Faith-based health care should end with Sask.'s health region amalgamation

Why are we still allowing publicly funded, faith-based organizations to run health-care facilities when they unabashedly discriminate in the health care they provide?

Some Catholic-run hospitals in Sask. refuse to provide certain services

St. Paul's Hospital in Saskatoon does not permit abortions to be performed in the facility. (Peter Mills/CBC)

In 2006, the St. Elizabeth's Hospital in Humboldt, Sask., transferred a woman, who had just given birth, to a Saskatoon Hospital to have a tubal ligation. At the time, the hospital in Humboldt was Catholic-run and it refused to perform tubal ligations.

The woman filed a complaint with the Saskatchewan Human Rights Commission, which found that she had been discriminated against in the provision of health care on the basis of her sex and religion.

Eventually, the hospital board ended its Catholic affiliation and the hospital is now run as a public hospital within the Saskatoon Health Region.

Some Catholic hospitals are refusing to offer physician-assisted death and it's unclear whether the provinces will force them to provide the service. (Getty Images/Blend Images)

Still today, though, there are at least five Catholic-run hospitals in Saskatchewan. They all receive public funding to provide a public service, yet are permitted to deny citizens their right to reproductive health care. Now, they are refusing to provide medically assistance dying, too. Some publicly funded faith-based care homes are also refusing to assist with medically assisted dying.

This begs the question: Why are we still allowing publicly funded, faith-based organizations to run health-care facilities when they unabashedly discriminate in the health care they provide?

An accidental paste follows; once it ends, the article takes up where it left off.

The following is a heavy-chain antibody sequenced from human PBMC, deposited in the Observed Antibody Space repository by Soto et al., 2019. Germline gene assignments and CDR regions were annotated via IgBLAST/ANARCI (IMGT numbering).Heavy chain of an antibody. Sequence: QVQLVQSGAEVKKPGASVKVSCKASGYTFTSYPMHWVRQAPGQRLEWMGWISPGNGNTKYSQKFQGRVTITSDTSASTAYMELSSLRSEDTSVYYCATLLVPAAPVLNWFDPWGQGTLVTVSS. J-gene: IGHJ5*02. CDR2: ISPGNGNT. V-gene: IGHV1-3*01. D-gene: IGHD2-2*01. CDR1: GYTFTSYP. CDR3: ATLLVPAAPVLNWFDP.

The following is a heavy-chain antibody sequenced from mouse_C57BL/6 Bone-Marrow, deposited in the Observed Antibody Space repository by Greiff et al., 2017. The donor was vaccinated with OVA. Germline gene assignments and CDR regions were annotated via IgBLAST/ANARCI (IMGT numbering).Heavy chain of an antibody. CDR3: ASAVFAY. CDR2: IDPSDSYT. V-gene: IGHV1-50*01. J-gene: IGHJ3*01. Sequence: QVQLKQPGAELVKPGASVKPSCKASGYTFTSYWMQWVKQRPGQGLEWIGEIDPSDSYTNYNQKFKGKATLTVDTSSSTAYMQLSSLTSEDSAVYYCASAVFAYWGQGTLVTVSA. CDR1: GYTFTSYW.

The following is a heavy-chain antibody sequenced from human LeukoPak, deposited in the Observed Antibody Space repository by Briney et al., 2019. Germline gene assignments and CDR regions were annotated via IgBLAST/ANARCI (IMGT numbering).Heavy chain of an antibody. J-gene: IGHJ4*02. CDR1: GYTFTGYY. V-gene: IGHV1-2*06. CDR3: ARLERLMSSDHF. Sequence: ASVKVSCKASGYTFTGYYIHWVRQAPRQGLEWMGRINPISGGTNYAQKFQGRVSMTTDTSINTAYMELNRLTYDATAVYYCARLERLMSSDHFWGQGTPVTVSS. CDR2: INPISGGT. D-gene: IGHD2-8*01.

The health care being denied to citizens at Catholic-run hospitals are rights that have been fought for and won through the courts on the basis that such health care is to be provided to all citizens, free of discrimination.

In the cases of reproductive health and medically assistance dying, the Supreme Court of Canada ruled that access to these health services are fundamental to a person's security and liberty — and, further, that these rights cannot be denied on the basis of sex or disability. Despite this, faith-based institutions in Saskatchewan remain unabated and publicly funded.

In Saskatoon, we have accommodated St. Paul's Hospital's discriminatory restrictions on health services by adjusting the types of health services offered in specific hospitals. For example, St. Paul's does not permit abortions to be performed in its facility, nor does it provide medically assistance dying.

The only institutional palliative care unit available within the current Saskatoon Health Region is located in St. Paul's Hospital.  

Patients in St. Paul's seeking medically assistance dying are transferred to other local hospitals by ambulance.

We know of at least two deaths, in other jurisdictions, occurring in the ambulance en route to a hospital that provides MAID.

The daughter of one of the patients who died while being transferred described his journey as painful. This is cruel, often painful and always despairing for the patient and family.

Currently, Saskatchewan is undergoing a massive shift in the administration of health care as we amalgamate into one provincial health region. This is the perfect time to move all publicly funded faith-based health-care institutions into one public health-care system.  

This is not an argument about the overall quality of health care provided by faith-based institutions but rather the recognition that health care is a right to be provided without discrimination and free from the restrictive doctrines of one's faith.

About the Author

Ailsa M. Watkinson is a professor in the Faculty of Social Work at the University of Regina, Saskatoon Campus.


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